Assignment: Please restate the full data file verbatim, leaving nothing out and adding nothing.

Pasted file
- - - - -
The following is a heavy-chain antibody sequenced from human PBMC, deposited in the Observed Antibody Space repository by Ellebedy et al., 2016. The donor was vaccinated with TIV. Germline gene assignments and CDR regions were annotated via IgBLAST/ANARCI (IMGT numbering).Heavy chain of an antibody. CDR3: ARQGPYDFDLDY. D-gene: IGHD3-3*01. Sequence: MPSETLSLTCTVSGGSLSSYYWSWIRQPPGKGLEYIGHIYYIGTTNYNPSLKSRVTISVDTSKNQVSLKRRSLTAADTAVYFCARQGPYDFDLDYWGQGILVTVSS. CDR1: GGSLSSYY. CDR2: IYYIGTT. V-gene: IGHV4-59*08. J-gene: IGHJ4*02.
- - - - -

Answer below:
The following is a heavy-chain antibody sequenced from human PBMC, deposited in the Observed Antibody Space repository by Ellebedy et al., 2016. The donor was vaccinated with TIV. Germline gene assignments and CDR regions were annotated via IgBLAST/ANARCI (IMGT numbering).Heavy chain of an antibody. CDR3: ARQGPYDFDLDY. D-gene: IGHD3-3*01. Sequence: MPSETLSLTCTVSGGSLSSYYWSWIRQPPGKGLEYIGHIYYIGTTNYNPSLKSRVTISVDTSKNQVSLKRRSLTAADTAVYFCARQGPYDFDLDYWGQGILVTVSS. CDR1: GGSLSSYY. CDR2: IYYIGTT. V-gene: IGHV4-59*08. J-gene: IGHJ4*02.